• Global-scale assessment and inter-comparison of recently developed/reprocessed microwave satellite vegetation optical depth products REMOTE SENSING OF ENVIRONMENT Li, X., Wigneron, J., Frappart, F., Fan, L., Ciais, P., Fensholt, R., Entekhabi, D., Brandt, M., Konings, A. G., Liu, X., Wang, M., Al-Yaari, A., Moisy, C. 2021; 253
  • L-band vegetation optical depth as an indicator of plant water potential in a temperate deciduous forest stand BIOGEOSCIENCES Holtzman, N. M., Anderegg, L. L., Kraatz, S., Mavrovic, A., Sonnentag, O., Pappas, C., Cosh, M. H., Langlois, A., Lakhankar, T., Tesser, D., Steiner, N., Colliander, A., Roy, A., Konings, A. G. 2021; 18 (2): 739-753
  • Leaf surface water, not plant water stress, drives diurnal variation in tropical forest canopy water content. The New phytologist Xu, X. n., Konings, A. G., Longo, M. n., Feldman, A. n., Xu, L. n., Saatchi, S. n., Wu, D. n., Wu, J. n., Moorcroft, P. n. 2021


    Variation in canopy water content (CWC) that can be detected from microwave remote sensing of vegetation optical depth (VOD) has been proposed as an important measure of vegetation water stress. However, the contribution of leaf surface water (LWs ), arising from dew formation and rainfall interception, to CWC is largely unknown, particularly in tropical forests and other high-humidity ecosystems. We compared the AMSR-E VOD and CWC predicted by a plant hydro-dynamics model at four tropical sites in Brazil spanning a rainfall gradient. We assessed how LWs influenced the relationship between VOD and CWC. The analysis indicates that while CWC is strongly correlated with VOD (R2 =0.62 across all sites), LWs accounts for 61-76% of the diurnal variation in CWC despite being less than 10% of CWC. Ignoring LWs weakens the near-linear relationship between CWC and VOD and reduces the consistency in diurnal variation. The contribution of LWs to CWC variation, however, decreases at longer, seasonal to interannual, time scales. Our results demonstrate that diurnal patterns of dew formation and rainfall interception can be an important driver of diurnal variation in CWC and VOD over tropical ecosystems and therefore should be accounted for when inferring plant diurnal water stress from VOD measurements.

    View details for DOI 10.1111/nph.17254

    View details for PubMedID 33539544

  • Lagged effects regulate the inter-annual variability of the tropical carbon balance BIOGEOSCIENCES Bloom, A., Bowman, K. W., Liu, J., Konings, A. G., Worden, J. R., Parazoo, N. C., Meyer, V., Reager, J. T., Worden, H. M., Jiang, Z., Quetin, G. R., Smallman, T., Exbrayat, J., Yin, Y., Saatchi, S. S., Williams, M., Schimel, D. S. 2020; 17 (24): 6393–6422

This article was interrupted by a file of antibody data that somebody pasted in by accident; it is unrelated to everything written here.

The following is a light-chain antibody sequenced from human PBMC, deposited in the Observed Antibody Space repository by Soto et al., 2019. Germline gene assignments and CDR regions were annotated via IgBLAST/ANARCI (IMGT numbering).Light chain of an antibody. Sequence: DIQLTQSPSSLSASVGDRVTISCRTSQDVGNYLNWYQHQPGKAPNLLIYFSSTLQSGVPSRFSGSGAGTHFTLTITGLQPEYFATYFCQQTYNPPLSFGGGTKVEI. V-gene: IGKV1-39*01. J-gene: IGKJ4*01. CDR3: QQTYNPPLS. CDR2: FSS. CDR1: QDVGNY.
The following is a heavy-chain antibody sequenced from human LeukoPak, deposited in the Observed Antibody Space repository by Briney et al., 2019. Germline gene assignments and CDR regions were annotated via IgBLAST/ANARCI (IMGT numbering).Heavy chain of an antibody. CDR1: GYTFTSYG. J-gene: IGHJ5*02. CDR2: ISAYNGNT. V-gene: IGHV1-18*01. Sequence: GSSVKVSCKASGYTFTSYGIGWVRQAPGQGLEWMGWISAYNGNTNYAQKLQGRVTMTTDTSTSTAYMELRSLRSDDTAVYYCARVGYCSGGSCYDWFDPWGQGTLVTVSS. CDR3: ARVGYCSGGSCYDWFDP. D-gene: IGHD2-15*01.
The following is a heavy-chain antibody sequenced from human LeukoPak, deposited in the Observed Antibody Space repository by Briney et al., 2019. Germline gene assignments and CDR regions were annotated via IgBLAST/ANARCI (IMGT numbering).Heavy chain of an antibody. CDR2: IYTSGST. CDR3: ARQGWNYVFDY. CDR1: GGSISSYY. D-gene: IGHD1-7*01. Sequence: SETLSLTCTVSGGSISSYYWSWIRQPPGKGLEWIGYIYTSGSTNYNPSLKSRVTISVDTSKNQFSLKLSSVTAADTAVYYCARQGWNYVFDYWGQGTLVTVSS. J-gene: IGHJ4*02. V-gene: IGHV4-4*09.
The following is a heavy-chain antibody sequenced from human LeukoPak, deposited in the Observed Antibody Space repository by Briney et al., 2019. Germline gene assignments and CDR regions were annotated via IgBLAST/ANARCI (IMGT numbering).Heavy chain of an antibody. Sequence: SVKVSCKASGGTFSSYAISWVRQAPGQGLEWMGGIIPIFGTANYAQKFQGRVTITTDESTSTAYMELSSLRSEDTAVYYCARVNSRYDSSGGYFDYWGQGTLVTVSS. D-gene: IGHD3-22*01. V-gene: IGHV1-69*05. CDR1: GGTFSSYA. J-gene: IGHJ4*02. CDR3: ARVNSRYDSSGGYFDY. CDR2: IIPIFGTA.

• Interannual variability of ecosystem iso/anisohydry is regulated by environmental dryness. The New phytologist Wu, G., Guan, K., Li, Y., Novick, K. A., Feng, X., McDowell, N. G., Konings, A. G., Thompson, S. E., Kimball, J. S., De Kauwe, M. G., Ainsworth, E. A., Jiang, C. 2020


    Plants are characterized by the iso/anisohydry continuum depending on how they regulate leaf water potential (PsiL ). However, how iso/anisohydry changes over time in response to year-to-year variations in environmental dryness and how such responses vary across different regions remains poorly characterized. We investigated how dryness, represented by aridity index, affects the interannual variability of ecosystem iso/anisohydry at the regional scale, estimated using satellite microwave vegetation optical depth (VOD) observations. This ecosystem-level analysis was further complemented with published field observations of species-level PsiL . We found different behaviors in the directionality and sensitivity of isohydricity (sigma) with respect to the interannual variation of dryness in different ecosystems. These behaviors can largely be differentiated by the average dryness of the ecosystem itself: in mesic ecosystems, sigma decreases in drier years with a higher sensitivity to dryness; in xeric ecosystems, sigma increases in drier years with a lower sensitivity to dryness. These results were supported by the species-level synthesis. Our study suggests that how plants adjust their water use across years - as revealed by their interannual variability in isohydricity - depends on the dryness of plants' living environment. This finding advances our understanding of plant responses to drought at regional scales.

    View details for DOI 10.1111/nph.17040

    View details for PubMedID 33118166

  • SMAP Detects Soil Moisture Under Temperate Forest Canopies GEOPHYSICAL RESEARCH LETTERS Colliander, A., Cosh, M. H., Kelly, V. R., Kraatz, S., Bourgeau-Chavez, L., Siqueira, P., Roy, A., Konings, A. G., Holtzman, N., Misra, S., Entekhabi, D., O'Neill, P., Yueh, S. H. 2020; 47 (19)
  • Divergent forest sensitivity to repeated extreme droughts NATURE CLIMATE CHANGE Anderegg, W. L., Trugman, A. T., Badgley, G., Konings, A. G., Shaw, J. 2020
  • Data-driven estimates of evapotranspiration and its controls in the Congo Basin HYDROLOGY AND EARTH SYSTEM SCIENCES Burnett, M. W., Quetin, G. R., Konings, A. G. 2020; 24 (8): 4189–4211
  • SAR-enhanced mapping of live fuel moisture content REMOTE SENSING OF ENVIRONMENT Rao, K., Williams, A., Flefil, J., Konings, A. G. 2020; 245